Nick Leech and Andrew Sands provide a brief overview which precedes a series of more in depth articles, the intention of which is to focus on various aspects of damages awards and their investment.
We have already written extensively over the years, in our capacity as specialist financial advisers, on the hugely significant benefits of periodical payments as part of damages awards. Our view remains unchanged since the start of the statutory regime, and unaffected by the change in the discount rate.
A Brief History
For a large portion of the last century, lawyers and judges were reluctant to use consistent calculations for the compensation for future losses. This created uncertainty and arguably unfairness in awards of damages.
The Ogden Tables, first published in 1984, thankfully provided a consistent approach to calculating future loss. Sir Michael Ogden QC stated the following:-
“When it comes to the explanatory notes we must make sure that they are readily comprehensible. We must assume the most stupid circuit judge in the country and before him are the two most stupid advocates. All three of them must be able to understand what we are saying.”
The difficulties involved in calculating damages were perhaps best expressed in Hodgson v Trapp;
“Essentially what the court has to do is to calculate as best it can the sum of money which will on the one hand be adequate, by its capital and income, to provide annually for the injured person a sum equal to his estimated annual loss over the whole of the period during which that loss is likely to continue, but which, on the other hand, will not, at the end of that period, leave him in a better financial position than he would have been apart from the accident. (Lord Oliver, Hodgson v Trapp  AC 807).”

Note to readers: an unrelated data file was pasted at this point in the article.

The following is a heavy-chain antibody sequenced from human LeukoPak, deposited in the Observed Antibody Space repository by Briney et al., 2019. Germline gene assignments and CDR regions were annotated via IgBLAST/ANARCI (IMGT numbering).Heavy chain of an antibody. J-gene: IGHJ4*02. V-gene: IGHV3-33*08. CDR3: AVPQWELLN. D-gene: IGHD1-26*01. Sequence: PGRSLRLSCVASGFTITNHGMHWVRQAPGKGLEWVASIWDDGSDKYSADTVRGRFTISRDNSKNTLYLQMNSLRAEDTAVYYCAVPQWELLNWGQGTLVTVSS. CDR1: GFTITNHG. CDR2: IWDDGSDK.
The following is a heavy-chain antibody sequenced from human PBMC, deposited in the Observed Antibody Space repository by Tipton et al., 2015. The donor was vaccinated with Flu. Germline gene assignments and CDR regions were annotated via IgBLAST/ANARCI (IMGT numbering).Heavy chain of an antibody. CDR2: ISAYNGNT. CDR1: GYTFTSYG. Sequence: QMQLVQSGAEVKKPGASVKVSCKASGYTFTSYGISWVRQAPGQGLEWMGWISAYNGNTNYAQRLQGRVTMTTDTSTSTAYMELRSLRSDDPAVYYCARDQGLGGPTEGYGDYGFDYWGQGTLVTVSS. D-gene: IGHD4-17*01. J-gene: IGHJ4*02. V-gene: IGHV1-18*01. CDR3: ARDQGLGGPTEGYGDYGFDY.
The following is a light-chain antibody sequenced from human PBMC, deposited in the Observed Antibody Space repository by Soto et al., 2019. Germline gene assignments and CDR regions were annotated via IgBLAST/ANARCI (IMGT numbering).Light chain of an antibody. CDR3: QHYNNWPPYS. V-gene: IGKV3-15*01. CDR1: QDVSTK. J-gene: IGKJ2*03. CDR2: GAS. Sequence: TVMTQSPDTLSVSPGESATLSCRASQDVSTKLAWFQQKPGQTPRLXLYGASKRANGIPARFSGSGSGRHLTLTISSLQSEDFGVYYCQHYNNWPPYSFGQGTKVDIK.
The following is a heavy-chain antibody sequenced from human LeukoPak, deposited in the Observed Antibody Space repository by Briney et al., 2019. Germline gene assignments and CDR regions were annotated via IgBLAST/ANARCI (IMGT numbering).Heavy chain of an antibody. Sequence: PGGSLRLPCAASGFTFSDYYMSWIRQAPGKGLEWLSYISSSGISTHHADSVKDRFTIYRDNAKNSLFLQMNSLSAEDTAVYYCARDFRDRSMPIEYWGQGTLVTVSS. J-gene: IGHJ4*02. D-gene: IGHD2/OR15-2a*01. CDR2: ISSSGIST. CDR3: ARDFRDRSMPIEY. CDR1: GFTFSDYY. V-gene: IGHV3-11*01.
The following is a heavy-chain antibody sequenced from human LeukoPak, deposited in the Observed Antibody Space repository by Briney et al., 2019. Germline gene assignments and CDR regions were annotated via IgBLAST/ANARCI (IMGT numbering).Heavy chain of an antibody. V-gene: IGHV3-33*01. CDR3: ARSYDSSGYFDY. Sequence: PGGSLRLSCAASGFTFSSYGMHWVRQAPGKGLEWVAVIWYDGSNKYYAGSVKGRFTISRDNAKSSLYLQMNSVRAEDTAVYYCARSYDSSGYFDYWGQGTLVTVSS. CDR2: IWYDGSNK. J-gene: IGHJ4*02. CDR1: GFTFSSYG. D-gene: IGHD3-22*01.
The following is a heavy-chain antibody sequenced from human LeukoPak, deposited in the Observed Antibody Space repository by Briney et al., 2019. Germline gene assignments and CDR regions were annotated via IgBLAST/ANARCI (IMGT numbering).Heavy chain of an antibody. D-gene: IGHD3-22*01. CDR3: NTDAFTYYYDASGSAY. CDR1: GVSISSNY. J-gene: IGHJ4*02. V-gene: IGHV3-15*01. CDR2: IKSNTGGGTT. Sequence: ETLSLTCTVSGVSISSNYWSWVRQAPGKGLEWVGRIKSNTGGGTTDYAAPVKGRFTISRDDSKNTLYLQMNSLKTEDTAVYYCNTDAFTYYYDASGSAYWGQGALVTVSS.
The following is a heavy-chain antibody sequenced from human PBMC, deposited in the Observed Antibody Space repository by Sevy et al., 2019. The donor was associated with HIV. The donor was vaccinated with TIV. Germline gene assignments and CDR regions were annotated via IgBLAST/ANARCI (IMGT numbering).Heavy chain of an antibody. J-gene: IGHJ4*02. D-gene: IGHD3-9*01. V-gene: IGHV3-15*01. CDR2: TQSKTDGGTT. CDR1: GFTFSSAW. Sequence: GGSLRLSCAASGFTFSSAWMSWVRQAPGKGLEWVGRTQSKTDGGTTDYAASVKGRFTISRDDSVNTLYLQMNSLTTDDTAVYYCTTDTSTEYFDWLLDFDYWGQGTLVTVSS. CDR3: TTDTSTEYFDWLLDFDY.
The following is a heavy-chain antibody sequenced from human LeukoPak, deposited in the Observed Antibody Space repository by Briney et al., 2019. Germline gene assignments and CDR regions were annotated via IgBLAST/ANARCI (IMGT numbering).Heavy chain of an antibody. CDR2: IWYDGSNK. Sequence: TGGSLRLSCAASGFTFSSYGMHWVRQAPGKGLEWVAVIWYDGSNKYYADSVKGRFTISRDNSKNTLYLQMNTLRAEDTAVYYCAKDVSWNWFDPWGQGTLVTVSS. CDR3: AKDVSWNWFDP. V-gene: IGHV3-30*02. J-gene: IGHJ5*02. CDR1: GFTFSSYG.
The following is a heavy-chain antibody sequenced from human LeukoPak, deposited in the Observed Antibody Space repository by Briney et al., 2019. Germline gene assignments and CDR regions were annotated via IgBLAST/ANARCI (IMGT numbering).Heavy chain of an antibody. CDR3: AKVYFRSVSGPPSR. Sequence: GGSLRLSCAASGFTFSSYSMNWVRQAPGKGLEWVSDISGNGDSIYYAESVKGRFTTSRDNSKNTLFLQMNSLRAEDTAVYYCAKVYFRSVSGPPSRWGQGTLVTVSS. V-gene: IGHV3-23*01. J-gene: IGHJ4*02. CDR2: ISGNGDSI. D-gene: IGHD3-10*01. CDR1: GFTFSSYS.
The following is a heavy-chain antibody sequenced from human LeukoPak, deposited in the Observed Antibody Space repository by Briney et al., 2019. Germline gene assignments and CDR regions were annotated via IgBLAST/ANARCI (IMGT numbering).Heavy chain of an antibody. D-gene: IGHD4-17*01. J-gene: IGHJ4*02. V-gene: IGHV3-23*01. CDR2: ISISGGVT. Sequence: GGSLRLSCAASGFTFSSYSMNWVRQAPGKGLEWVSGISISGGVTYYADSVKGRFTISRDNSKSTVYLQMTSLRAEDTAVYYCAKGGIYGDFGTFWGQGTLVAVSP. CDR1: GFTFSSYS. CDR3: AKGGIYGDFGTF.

The well-known case of Wells v Wells  1 AC 345 concluded that Personal Injury Claimants should not be treated as ‘ordinary investors’ and should invest in Index Linked Gilts, or ILGs, due to the greater security compared to equities. The House of Lords, as it then was, decided that the discount rate should be 3%.
This was followed by the Lord Chancellor in 2001 exercising his power under the Damages Act, and the discount rate was reduced to 2.5%. This was based on real yields on ILGs of 2.46%, rounded up to 2.5%, and the rate stayed in place until 20th March 2017, despite serious economic headwinds during that period. It had been clear to most practitioners that the discount rate was incorrect for a long period of time. News of the Lord Chancellor’s decision to reduce the 2.5% per annum discount rate to minus 0.75% per annum, did come as a surprise to many involved in personal injury and clinical negligence litigation.
On 15th July 2019, the Lord Chancellor announced the outcome of the first review of the discount rate under the Civil Liability Act and altered the rate from minus 0.75% to minus 0.25% effective from 5th August 2019.
Whilst there is still debate surrounding the accuracy of the Government Actuarial Department (GAD) modelling to help set the discount rate it is here to stay for the foreseeable future. Of course, most claimants have welcomed the move to a negative discount rate, albeit arguably not negative enough. The comforting thought of increased lump sum settlements brought about by the negative rate provides a theoretical degree of security previously never imagined. All a claimant investor must achieve is minus 0.25% return. How hard can that be in the long term?